The Joint Parliamentary Committee (JPC) on the Personal Data Protection Bill has summoned cybersecurity firm Cyble and payments company PayPal for depositions later today. The Committee has also summoned Bangalore-based think tank iSPIRT, and card network companies Mastercard and Visa for deposition on November 20. Today, the JPC will also hear from companies that have not submitted their post-evidence replies.

This follows four meetings of a clause-by-clause analysis of the Bill that were held between November 11 and 12. These four meetings were attended by 11, 12, 15 and 16 members, respectively. The JPC, headed by Bharatiya Janata Party (BJP) Lok Sabha MP Meenakshi Lekhi, has 30 members.

iSPIRT is a Bangalore-based, private technology think-tank that “convert[s] ideas into policy proposals to take to government stakeholders”. It was established in 2013 and was initially mentored by Nandan Nilekani, non-executive chairperson of Infosys and the architect of Aadhaar. Its donors include Ajay Data (Data Infosys), Sameer Nigam (PhonePe) and Vijay Shekhar Sharma (Paytm) to name a few. Its volunteers include Lalitesh Katragadda (ex-Google), B.G. Mahesh (co-founder of Sahamati), Kunal Shah (CRED), among many others. It is the think-tank behind India Stack, Data Empowerment and Protection Architecture, National Health Stack, Open Credit Enablement Network (OCEN) and other public tech stacks in India. India Stack’s project roadmap has relied on UIDAI and NPCI deploying these projects.

Why Cyble?

Recently, The Ken reported that the Atlanta-headquartered cybersecurity firm Cyble, headed by Beenu Arora, that has flagged data breaches at BigBasket and RedDoorz, has a suspicious manner of operating. It notifies companies of data breaches and offers its own services to resolve the matter. If the victim company refuses, Cyble goes public with the information about the data breach. In case of ransomware attacks, it offers to negotiate on behalf of the company for a much higher price than the ransom itself. While BigBasket and RedDoorz refused Cyble’s services, Dunzo and JusPay took the bait. Paytm, on the other hand, sent a a cease and desist order to Cyble for alleging that its Paytm Mall had suffered a data breach.

“Multiple cybersecurity researchers in India and Southeast Asia who spoke to The Ken believe the firm [Cyble] may actually have ties with hackers themselves, though the evidence is, admittedly, circumstantial,” the Ken reported.

Update (7:29 pm): After the story was published, Beenu Arora, the founder and CEO of Cyble, reached out to the author of this story via LinkedIn, saying, “Cyble has been invited to provide feedback on the bill because of the awareness we have built in the country – we have a formal invitation from the government much before ‘The-Ken’ things came out – which we strongly condemn.” Arora directed us to his views that he had posted in response to a LinkedIn post, where he posted:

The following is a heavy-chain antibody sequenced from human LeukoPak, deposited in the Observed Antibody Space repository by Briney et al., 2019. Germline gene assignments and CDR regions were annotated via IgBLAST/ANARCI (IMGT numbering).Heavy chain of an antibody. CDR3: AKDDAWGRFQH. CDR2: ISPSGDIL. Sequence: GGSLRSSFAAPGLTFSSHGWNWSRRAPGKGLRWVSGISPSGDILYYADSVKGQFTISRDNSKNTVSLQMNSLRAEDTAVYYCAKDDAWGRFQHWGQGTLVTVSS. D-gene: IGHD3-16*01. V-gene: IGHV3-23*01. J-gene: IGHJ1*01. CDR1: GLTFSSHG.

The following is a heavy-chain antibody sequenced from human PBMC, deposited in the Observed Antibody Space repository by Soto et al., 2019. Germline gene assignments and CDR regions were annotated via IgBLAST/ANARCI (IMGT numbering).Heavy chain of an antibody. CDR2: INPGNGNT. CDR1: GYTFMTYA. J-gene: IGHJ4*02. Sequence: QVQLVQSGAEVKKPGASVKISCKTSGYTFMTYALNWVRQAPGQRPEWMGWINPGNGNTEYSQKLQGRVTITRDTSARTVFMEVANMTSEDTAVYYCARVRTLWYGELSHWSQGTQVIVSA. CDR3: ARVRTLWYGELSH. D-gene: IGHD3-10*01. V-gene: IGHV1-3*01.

“There is a lot of gossips and misinformation being spread, so let me clarify a few things here. Our business model is simple, we sell threat intelligence – most commoditised and abused service in the overall cybersecurity market. What we offer – we sell SaaS license. What do we specialise in? – We have a pretty good view of the activities in darkweb forums, chat conversations as well as several cybercrime forums. Let’s get to the facts here. We willingly shared the “who”, “how”, “what”, “when” attributes to RedDoorz with no obligation or material benefits whatsoever – by the way, we never made any disclosure about them – they only came after us post-BigBasket. Why? From our experience, we share a lot more information compared to others. The intent is to assist a victim in remediation – in case the victim is interested in understanding the “where” part, they can search darkweb or Internet themselves – we are sourcing information from the Internet like many security companies. RedDoorz asked help/negotiation services from Cyble, which we explained there is no guarantee it won’t appear elsewhere whatsoever.” — Beenu Arora, CEO and founder of Cyble

In another comment to the same post, he said:

“We shared the perpetrators’ details too on our blog. We are keen to disrupt these markets and working closely with the federal agencies to dismantle them. On a side note, HCKINDIA location was shared with the Indian government over 2 months ago, will be keen to see some movements there. On the facts, we didn’t disclose Dunzo breach instead they reached out to us because we know the TTPs of ShinyHunters quite well, and we shared openly how they hack into code repositories. Something you can cross-check with them as well. As I said, the media will talk about things which are juicy and full of twists.” — Beenu Arora, CEO and founder of Cyble

***Originally published on November 19, 2020 at 10:36 am.